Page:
APPLICATIONS OF TECHNOLOGY:
- In appearance and size similar to a compressed gas cylinder, the OSR is a multi-platform instrument that:
- Precisely measures the ocean’s hourly variations of sedimentation of particulate inorganic and organic carbon material for seasons to years
- Combines these measurements in real time (transmitting data via satellite), enabling a first-ever view of the daily changes in particulate carbon sedimentation
- Has a neutrally buoyant embodiment that has been demonstrated on autonomous ocean profiling floats and a heavier-than-water embodiment demonstrated tethered below a surface buoy. Deployment on moorings is also possible.
- Makes possible the continuous tracking of biological processes within the ocean’s carbon cycle. It is the only way to achieve accurate, reliable, direct, and frequent monitoring of particulate carbon sedimentation on a global scale.
- Demonstrated avoidance of the biofouling problems of other technologies by resting at depths in the ocean below the euphotic (photosynthesizing) zone, where plant and animal life are most abundant.
- Can be combined with LBNL’s Carbon Explorer float for superior geographical coverage (even in severe, icy weather). Unlike other technologies, it can operate under almost any conditions in the deep sea.
- Systems have been extensively tested and refined during deployment tests in harsh sea conditions and month-plus long missions.
Ocean photosynthesis, performed by microscopic phytoplankton, is the first stage of the ocean’s natural carbon sequestration mechanism. However, the biological and physical components of this process remain poorly understood because of the fragmentary, costly nature of ship-based or moored observation studies, extreme weather and oceanic conditions, and the extremely rapid life cycles of ocean phytoplankton. Without the ability to accurately observe these daily changes in ocean life cycles, over vast spatial scales, researchers lack the ability to predict how the biotic ocean carbon cycle will respond to rising CO2 levels and resulting acidification of surface waters, crippling the ability to develop accurate models of global warming or devise strategies to prevent it.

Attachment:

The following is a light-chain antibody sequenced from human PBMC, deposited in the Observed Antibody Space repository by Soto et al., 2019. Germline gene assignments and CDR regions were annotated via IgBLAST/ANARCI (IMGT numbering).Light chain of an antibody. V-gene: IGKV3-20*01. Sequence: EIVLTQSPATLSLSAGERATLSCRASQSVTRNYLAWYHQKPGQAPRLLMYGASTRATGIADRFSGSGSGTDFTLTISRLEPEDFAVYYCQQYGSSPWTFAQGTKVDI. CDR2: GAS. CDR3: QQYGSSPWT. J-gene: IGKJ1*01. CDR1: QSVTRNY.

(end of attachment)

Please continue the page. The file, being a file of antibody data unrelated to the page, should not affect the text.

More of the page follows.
The critical, and unprecedented, Optical Sedimentation Recorder (OSR) measurement for understanding the ocean’s carbon sequestration capacity is the rate at which carbon moves downward in the water (called carbon flux or sedimentation). The OSR builds on Berkeley Lab’s ocean profiling robotic Carbon Explorer (Bishop et al. 2004; Bishop and Wood 2008) which determines Carbon Flux Index (CFI) by conducting a particulate reading at the end of its sleep cycle (before another session of information gathering is to begin). The particles accumulated on a transmissometer sensor over that sleep period are washed off, and then another reading is taken. The CFI is the difference between the two readings, divided by the time that the Carbon Explorer was “sleeping” at a particular depth.
The OSR records images of newly sedimented particles with three precisely controlled modes of illumination, thus providing needed detail of the composition (organic and inorganic carbon) and nature of sedimented particles. On board software enables reduction of image data for real time relay via satellite. Along with temperature and salinity data from the conductivity (salinity), temperature, and depth (CTD) sensor, this carbon flux measurement can tell us how effectively ocean carbon sequestration is working at a given location in the water.
The OSR, conceived by Berkeley Lab’s James K. B. Bishop was developed solely at LBNL.
- Issued US Patent 8717564 available at www.uspto.gov. Available for licensing or collaborative research.
To learn more about licensing a technology from LBNL see here.
REFERENCE NUMBER: IB-2196